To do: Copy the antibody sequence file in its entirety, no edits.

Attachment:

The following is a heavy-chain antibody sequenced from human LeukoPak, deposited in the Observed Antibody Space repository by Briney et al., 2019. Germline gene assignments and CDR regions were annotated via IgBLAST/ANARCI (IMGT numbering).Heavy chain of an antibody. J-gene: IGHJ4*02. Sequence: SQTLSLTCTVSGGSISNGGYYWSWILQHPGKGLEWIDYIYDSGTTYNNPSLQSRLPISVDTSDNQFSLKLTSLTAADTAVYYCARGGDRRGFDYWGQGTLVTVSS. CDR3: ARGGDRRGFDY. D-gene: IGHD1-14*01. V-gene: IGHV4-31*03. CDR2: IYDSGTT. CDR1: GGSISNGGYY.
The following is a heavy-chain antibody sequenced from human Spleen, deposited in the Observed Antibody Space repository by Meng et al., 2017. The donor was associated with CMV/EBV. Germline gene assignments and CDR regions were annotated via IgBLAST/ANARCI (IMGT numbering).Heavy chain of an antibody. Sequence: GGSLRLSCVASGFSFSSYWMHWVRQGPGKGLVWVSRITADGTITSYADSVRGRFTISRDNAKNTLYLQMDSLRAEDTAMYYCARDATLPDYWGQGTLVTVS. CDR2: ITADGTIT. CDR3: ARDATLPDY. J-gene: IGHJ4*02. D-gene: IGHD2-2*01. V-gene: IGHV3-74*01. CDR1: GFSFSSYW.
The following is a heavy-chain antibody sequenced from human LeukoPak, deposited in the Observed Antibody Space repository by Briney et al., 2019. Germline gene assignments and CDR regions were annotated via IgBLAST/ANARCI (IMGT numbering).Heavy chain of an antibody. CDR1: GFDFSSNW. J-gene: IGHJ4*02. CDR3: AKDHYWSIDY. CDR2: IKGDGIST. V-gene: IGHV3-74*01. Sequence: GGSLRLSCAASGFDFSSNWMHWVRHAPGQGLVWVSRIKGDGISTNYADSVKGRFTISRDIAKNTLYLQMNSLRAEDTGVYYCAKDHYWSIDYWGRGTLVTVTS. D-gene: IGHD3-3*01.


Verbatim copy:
The following is a heavy-chain antibody sequenced from human LeukoPak, deposited in the Observed Antibody Space repository by Briney et al., 2019. Germline gene assignments and CDR regions were annotated via IgBLAST/ANARCI (IMGT numbering).Heavy chain of an antibody. J-gene: IGHJ4*02. Sequence: SQTLSLTCTVSGGSISNGGYYWSWILQHPGKGLEWIDYIYDSGTTYNNPSLQSRLPISVDTSDNQFSLKLTSLTAADTAVYYCARGGDRRGFDYWGQGTLVTVSS. CDR3: ARGGDRRGFDY. D-gene: IGHD1-14*01. V-gene: IGHV4-31*03. CDR2: IYDSGTT. CDR1: GGSISNGGYY.
The following is a heavy-chain antibody sequenced from human Spleen, deposited in the Observed Antibody Space repository by Meng et al., 2017. The donor was associated with CMV/EBV. Germline gene assignments and CDR regions were annotated via IgBLAST/ANARCI (IMGT numbering).Heavy chain of an antibody. Sequence: GGSLRLSCVASGFSFSSYWMHWVRQGPGKGLVWVSRITADGTITSYADSVRGRFTISRDNAKNTLYLQMDSLRAEDTAMYYCARDATLPDYWGQGTLVTVS. CDR2: ITADGTIT. CDR3: ARDATLPDY. J-gene: IGHJ4*02. D-gene: IGHD2-2*01. V-gene: IGHV3-74*01. CDR1: GFSFSSYW.
The following is a heavy-chain antibody sequenced from human LeukoPak, deposited in the Observed Antibody Space repository by Briney et al., 2019. Germline gene assignments and CDR regions were annotated via IgBLAST/ANARCI (IMGT numbering).Heavy chain of an antibody. CDR1: GFDFSSNW. J-gene: IGHJ4*02. CDR3: AKDHYWSIDY. CDR2: IKGDGIST. V-gene: IGHV3-74*01. Sequence: GGSLRLSCAASGFDFSSNWMHWVRHAPGQGLVWVSRIKGDGISTNYADSVKGRFTISRDIAKNTLYLQMNSLRAEDTGVYYCAKDHYWSIDYWGRGTLVTVTS. D-gene: IGHD3-3*01.